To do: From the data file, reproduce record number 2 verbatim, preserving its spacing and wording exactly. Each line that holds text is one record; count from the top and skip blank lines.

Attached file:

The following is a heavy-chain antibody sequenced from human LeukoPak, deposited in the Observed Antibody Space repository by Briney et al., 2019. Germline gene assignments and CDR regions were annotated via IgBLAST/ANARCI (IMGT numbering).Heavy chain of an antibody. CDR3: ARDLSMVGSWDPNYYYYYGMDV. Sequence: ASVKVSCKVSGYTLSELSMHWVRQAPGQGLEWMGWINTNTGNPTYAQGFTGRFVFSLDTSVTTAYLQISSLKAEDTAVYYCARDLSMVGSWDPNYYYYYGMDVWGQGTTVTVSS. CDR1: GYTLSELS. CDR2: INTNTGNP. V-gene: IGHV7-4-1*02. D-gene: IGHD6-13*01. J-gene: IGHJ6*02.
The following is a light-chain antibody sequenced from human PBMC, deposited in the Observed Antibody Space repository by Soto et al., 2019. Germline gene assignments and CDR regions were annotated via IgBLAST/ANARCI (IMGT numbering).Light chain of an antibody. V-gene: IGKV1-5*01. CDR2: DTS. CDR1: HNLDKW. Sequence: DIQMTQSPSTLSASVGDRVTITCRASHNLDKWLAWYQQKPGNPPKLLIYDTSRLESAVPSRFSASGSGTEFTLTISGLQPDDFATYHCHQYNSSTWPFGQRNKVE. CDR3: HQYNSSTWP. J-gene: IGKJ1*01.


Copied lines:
The following is a light-chain antibody sequenced from human PBMC, deposited in the Observed Antibody Space repository by Soto et al., 2019. Germline gene assignments and CDR regions were annotated via IgBLAST/ANARCI (IMGT numbering).Light chain of an antibody. V-gene: IGKV1-5*01. CDR2: DTS. CDR1: HNLDKW. Sequence: DIQMTQSPSTLSASVGDRVTITCRASHNLDKWLAWYQQKPGNPPKLLIYDTSRLESAVPSRFSASGSGTEFTLTISGLQPDDFATYHCHQYNSSTWPFGQRNKVE. CDR3: HQYNSSTWP. J-gene: IGKJ1*01.